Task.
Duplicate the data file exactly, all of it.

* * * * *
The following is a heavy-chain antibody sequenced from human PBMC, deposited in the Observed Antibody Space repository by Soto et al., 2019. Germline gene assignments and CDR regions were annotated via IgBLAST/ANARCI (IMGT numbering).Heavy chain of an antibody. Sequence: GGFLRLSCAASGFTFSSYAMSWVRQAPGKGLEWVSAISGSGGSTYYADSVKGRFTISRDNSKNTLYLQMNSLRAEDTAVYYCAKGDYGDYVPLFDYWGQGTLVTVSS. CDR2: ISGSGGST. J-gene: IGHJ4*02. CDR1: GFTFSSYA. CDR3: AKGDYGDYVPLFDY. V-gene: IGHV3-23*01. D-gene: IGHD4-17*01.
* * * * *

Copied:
The following is a heavy-chain antibody sequenced from human PBMC, deposited in the Observed Antibody Space repository by Soto et al., 2019. Germline gene assignments and CDR regions were annotated via IgBLAST/ANARCI (IMGT numbering).Heavy chain of an antibody. Sequence: GGFLRLSCAASGFTFSSYAMSWVRQAPGKGLEWVSAISGSGGSTYYADSVKGRFTISRDNSKNTLYLQMNSLRAEDTAVYYCAKGDYGDYVPLFDYWGQGTLVTVSS. CDR2: ISGSGGST. J-gene: IGHJ4*02. CDR1: GFTFSSYA. CDR3: AKGDYGDYVPLFDY. V-gene: IGHV3-23*01. D-gene: IGHD4-17*01.